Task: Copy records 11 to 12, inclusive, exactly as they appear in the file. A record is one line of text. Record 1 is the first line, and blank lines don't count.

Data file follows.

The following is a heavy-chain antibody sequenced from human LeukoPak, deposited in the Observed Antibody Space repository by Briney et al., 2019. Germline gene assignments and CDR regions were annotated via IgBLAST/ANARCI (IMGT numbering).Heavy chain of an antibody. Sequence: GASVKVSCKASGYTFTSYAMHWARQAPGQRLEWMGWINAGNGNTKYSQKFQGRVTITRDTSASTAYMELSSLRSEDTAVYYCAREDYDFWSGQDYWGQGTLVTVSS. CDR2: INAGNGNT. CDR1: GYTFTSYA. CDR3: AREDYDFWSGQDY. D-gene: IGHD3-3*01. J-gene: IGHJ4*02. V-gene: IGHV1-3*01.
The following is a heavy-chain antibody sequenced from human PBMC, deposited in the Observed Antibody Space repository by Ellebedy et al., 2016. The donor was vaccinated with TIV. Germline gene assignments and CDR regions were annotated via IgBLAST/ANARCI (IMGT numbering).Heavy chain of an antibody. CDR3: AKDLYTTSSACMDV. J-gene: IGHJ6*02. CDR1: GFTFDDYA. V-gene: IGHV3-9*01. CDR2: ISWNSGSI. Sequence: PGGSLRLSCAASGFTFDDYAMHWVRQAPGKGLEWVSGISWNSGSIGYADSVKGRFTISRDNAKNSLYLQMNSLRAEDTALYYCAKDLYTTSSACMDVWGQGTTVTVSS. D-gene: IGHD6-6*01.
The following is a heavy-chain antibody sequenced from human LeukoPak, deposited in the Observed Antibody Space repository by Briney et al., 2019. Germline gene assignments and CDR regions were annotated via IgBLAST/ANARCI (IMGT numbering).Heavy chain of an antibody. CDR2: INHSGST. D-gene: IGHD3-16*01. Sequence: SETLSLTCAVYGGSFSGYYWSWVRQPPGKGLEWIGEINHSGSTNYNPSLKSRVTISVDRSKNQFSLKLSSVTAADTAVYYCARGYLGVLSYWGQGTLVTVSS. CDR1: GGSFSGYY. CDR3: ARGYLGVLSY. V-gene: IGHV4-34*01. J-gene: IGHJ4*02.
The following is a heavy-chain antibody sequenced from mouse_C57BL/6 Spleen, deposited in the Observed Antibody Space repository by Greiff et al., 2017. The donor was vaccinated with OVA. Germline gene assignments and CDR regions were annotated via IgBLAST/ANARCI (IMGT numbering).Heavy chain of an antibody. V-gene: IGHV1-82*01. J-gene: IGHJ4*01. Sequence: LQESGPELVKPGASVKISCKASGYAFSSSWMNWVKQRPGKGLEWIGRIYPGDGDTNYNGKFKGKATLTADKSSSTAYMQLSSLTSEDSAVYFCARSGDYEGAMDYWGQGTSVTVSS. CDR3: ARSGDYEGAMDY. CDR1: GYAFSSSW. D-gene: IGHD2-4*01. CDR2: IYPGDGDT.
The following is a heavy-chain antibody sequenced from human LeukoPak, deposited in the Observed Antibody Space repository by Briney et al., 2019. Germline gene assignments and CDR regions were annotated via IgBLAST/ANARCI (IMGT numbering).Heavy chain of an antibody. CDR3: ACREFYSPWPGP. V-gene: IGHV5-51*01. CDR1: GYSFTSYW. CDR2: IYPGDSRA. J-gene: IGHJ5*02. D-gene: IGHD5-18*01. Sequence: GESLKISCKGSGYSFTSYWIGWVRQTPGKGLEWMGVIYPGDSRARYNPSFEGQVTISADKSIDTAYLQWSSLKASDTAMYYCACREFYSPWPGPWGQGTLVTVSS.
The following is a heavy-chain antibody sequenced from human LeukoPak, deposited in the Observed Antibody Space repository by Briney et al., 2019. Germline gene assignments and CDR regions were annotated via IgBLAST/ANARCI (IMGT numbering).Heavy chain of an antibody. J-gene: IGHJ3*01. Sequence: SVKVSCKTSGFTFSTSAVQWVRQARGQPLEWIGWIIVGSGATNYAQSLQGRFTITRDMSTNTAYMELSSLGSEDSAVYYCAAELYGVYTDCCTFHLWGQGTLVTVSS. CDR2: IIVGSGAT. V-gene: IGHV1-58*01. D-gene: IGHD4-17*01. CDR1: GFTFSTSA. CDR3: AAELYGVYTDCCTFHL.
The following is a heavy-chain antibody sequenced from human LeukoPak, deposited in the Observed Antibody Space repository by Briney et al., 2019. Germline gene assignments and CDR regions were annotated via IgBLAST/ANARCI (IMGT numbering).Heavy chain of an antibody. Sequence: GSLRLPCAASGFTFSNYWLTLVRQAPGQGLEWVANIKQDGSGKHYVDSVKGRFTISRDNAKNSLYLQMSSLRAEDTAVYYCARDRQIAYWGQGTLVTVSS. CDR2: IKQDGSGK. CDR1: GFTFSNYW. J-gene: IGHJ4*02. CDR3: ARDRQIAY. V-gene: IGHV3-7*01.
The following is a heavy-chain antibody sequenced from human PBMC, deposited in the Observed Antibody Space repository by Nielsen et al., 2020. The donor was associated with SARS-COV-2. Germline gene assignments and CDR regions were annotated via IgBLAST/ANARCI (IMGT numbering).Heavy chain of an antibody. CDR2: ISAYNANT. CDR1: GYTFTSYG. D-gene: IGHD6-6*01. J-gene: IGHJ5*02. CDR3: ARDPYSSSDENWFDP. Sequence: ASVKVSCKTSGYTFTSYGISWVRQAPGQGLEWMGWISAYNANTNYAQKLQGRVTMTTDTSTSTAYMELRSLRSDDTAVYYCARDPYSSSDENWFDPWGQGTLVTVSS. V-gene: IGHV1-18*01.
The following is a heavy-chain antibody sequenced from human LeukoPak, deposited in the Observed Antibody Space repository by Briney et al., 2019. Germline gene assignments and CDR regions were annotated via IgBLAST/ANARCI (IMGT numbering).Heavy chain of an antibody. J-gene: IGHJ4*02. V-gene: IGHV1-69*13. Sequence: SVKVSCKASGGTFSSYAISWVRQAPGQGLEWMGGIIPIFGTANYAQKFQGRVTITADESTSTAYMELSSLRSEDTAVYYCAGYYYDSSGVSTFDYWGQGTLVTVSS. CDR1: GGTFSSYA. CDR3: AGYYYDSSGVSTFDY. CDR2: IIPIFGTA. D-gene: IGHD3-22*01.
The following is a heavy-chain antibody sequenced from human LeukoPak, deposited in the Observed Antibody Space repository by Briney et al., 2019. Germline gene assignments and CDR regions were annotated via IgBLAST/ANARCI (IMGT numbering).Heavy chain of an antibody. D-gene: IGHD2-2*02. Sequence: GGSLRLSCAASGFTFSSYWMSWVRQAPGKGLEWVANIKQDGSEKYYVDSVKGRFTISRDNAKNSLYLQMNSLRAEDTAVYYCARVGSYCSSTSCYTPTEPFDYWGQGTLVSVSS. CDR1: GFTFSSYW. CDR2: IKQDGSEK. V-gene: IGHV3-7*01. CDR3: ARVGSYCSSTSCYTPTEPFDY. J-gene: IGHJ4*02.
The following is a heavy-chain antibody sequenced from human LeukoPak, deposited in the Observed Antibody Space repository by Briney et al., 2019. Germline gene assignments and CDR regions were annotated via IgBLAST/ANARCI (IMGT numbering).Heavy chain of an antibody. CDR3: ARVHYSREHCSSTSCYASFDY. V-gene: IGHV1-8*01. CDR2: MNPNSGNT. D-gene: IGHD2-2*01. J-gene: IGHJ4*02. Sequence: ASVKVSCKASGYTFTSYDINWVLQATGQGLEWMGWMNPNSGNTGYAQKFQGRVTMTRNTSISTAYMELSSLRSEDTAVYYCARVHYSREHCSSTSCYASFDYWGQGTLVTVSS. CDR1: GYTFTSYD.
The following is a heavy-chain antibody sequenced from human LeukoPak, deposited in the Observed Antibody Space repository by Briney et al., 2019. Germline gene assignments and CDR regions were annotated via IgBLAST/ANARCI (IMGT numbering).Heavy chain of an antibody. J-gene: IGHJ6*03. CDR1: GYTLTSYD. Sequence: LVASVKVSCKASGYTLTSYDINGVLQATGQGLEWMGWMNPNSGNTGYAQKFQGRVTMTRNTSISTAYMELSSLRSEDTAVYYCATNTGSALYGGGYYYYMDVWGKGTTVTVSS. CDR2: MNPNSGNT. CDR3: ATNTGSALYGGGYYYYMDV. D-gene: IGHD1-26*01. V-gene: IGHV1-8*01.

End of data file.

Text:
The following is a heavy-chain antibody sequenced from human LeukoPak, deposited in the Observed Antibody Space repository by Briney et al., 2019. Germline gene assignments and CDR regions were annotated via IgBLAST/ANARCI (IMGT numbering).Heavy chain of an antibody. CDR3: ARVHYSREHCSSTSCYASFDY. V-gene: IGHV1-8*01. CDR2: MNPNSGNT. D-gene: IGHD2-2*01. J-gene: IGHJ4*02. Sequence: ASVKVSCKASGYTFTSYDINWVLQATGQGLEWMGWMNPNSGNTGYAQKFQGRVTMTRNTSISTAYMELSSLRSEDTAVYYCARVHYSREHCSSTSCYASFDYWGQGTLVTVSS. CDR1: GYTFTSYD.
The following is a heavy-chain antibody sequenced from human LeukoPak, deposited in the Observed Antibody Space repository by Briney et al., 2019. Germline gene assignments and CDR regions were annotated via IgBLAST/ANARCI (IMGT numbering).Heavy chain of an antibody. J-gene: IGHJ6*03. CDR1: GYTLTSYD. Sequence: LVASVKVSCKASGYTLTSYDINGVLQATGQGLEWMGWMNPNSGNTGYAQKFQGRVTMTRNTSISTAYMELSSLRSEDTAVYYCATNTGSALYGGGYYYYMDVWGKGTTVTVSS. CDR2: MNPNSGNT. CDR3: ATNTGSALYGGGYYYYMDV. D-gene: IGHD1-26*01. V-gene: IGHV1-8*01.